The mobile gender gap is not going to close on its own. Its root causes are driven by a complex set of social, economic and cultural factors that result in women experiencing barriers to mobile ownership and use including affordability, knowledge and skills, relevance, access and safety and security concerns. These are the same barriers men face but women tend to experience these barriers more acutely due to structural inequalities and underlying social norms, including disparities between men and women in terms of education and income.
By taking concrete actions to address women’s needs and the barriers they face to accessing and using mobile internet, it is possible to narrow the digital gender gap. Mobile operators across Africa, Asia and Latin America are demonstrating this. Through the Connected Women Commitment Initiative, over 40 mobile operators have made formal commitments to reduce the gender gap in their customer base for their mobile internet and/or mobile money services (women are 28% less likely than men to own a mobile money account across LMICs). Since this initiative was launched in 2016, they have successfully reached over 65 million additional women with mobile internet and mobile money services.
Mobile operators have been accelerating digital and financial inclusion of women by considering and addressing the barriers and needs of women in the design and implementation of mobile products and services. This has included through offering more affordable internet-enabled handsets to address women’s price sensitivity; providing digital skills training targeting women, including rural women; recruiting female agents and merchants; developing and marketing use cases that appeal to women; creating mobile financial products for traditional women’s savings groups; re-designing apps to make them simpler to use for those less digitally literate; improving the data top-up process to be safer and more appealing to women; and providing free emergency minutes and alerts to help women feel safer when using their mobile phones, among a wide range of other efforts that seek to address the barriers women face.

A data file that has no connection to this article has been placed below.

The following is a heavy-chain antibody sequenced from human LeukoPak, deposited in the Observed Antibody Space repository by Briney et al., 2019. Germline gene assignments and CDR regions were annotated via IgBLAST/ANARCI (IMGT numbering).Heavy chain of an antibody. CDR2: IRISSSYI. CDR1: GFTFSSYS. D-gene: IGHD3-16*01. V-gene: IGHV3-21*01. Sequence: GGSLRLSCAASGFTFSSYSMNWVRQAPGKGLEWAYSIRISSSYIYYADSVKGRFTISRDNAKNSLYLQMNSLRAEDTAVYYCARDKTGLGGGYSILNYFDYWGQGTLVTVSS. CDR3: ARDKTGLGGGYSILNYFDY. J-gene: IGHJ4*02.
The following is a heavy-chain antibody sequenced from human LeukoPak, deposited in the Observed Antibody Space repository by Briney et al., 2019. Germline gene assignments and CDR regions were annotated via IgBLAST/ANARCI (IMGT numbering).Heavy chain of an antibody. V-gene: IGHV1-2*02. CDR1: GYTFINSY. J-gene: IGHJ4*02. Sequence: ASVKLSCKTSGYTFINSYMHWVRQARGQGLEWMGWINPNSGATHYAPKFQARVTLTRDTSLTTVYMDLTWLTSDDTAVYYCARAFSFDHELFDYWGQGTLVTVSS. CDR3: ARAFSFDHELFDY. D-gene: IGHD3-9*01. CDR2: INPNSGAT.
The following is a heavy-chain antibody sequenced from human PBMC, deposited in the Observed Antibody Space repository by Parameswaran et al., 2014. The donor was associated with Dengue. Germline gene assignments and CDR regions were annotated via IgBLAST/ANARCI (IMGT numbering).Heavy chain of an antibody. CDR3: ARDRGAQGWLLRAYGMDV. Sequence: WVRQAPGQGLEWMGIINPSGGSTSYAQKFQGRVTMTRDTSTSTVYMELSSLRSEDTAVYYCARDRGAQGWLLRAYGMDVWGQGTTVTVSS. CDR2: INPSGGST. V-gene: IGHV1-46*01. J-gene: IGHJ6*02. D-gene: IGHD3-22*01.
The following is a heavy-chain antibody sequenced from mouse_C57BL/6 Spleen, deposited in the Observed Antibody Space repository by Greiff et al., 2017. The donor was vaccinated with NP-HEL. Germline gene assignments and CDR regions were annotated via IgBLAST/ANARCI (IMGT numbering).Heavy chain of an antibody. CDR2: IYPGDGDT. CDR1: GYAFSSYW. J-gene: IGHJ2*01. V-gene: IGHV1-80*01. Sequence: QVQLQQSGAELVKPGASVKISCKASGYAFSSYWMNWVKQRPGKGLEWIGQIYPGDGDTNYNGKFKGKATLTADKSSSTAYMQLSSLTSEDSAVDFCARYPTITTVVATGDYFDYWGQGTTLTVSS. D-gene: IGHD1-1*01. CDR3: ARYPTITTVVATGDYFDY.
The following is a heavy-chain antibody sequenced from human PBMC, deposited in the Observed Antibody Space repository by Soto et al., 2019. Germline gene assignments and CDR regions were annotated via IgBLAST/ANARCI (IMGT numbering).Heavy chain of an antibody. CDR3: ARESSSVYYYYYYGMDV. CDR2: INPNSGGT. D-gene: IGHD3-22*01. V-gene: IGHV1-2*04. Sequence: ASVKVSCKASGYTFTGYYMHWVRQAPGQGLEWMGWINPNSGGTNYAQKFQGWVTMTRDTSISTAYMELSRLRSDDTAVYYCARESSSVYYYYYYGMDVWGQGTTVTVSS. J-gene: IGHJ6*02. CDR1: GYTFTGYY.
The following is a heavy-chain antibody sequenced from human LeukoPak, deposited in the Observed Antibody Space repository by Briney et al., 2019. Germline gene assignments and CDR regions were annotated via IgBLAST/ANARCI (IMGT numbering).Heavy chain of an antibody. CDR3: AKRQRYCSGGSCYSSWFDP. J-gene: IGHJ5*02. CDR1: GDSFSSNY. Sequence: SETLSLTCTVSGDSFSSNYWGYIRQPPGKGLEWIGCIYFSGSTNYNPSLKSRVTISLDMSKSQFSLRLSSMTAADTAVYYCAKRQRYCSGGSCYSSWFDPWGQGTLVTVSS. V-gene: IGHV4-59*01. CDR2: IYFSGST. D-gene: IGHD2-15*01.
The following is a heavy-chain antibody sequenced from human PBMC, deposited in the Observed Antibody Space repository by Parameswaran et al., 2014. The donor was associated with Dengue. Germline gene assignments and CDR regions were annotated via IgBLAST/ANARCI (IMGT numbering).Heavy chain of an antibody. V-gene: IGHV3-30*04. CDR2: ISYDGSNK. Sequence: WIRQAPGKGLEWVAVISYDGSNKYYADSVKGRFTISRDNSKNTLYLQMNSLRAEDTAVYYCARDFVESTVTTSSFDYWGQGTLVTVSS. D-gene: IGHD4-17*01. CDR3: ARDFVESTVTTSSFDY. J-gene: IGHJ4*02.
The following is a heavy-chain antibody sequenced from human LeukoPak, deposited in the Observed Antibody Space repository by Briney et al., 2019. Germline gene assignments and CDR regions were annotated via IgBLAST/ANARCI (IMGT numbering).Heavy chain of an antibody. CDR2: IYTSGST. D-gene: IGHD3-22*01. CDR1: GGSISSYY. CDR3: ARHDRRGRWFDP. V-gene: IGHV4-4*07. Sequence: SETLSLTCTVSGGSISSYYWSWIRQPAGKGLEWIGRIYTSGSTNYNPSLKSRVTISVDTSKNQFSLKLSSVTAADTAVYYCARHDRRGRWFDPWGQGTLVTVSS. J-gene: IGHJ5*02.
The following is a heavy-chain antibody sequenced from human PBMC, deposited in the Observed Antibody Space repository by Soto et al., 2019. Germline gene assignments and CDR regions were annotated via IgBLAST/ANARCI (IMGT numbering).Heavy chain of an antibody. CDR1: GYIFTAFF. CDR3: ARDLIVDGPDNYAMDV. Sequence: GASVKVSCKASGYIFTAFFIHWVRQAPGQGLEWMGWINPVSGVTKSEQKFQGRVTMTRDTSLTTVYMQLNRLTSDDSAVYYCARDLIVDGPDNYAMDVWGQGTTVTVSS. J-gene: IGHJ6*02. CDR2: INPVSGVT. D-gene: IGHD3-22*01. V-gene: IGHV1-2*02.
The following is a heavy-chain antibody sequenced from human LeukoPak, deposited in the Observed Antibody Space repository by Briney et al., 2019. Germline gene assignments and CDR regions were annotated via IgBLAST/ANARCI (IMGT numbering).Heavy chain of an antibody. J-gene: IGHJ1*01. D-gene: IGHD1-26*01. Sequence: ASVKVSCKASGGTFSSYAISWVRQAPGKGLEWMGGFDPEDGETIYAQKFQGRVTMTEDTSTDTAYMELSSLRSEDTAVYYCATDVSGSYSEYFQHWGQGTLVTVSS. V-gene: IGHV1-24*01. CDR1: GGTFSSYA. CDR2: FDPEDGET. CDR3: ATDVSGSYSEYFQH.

However, addressing the mobile gender gap requires targeted action from all stakeholders – policymakers, mobile operators, the development community and others – working together to ensure women and their families can reap the full benefits of connectivity. These actions need to be informed by an understanding of the issue and opportunities for addressing it. Our upcoming Mobile Gender Gap Report 2023 in May will provide more detailed data on the mobile gender gap and barriers faced by women in LMICs to help inform efforts.
Women are not a homogeneous group and it is important to understand the needs and barriers of women in different contexts. For example, mobile phones can be a crucial tool for supporting female micro-entrepreneurs but there is limited data on how they are currently using mobile for their business as well as the particular barriers they face and the opportunities to reach them. We will follow up the Mobile Gender Gap Report with findings from new research, funded by the Bill and Melinda Gates Foundation, to help fill this important data gap.
In support of the #EmbraceEquity theme of International Women’s Day this year we would like to call on all stakeholders to take action to address the mobile gender gap. The mobile gender gap not only reflects existing gender inequities, but also threatens to compound them.
With our latest data highlighting a slowing down in digital inclusion for women we can’t be complacent. It’s not a simple task, but it is imperative that we meet the challenge head-on to ensure that women are not being left behind in an increasingly connected world.
The Connected Women programme is funded by the UK Foreign, Commonwealth & Development Office (FCDO) and the Swedish International Development Cooperation Agency (SIDA), and is supported by the GSMA and its members.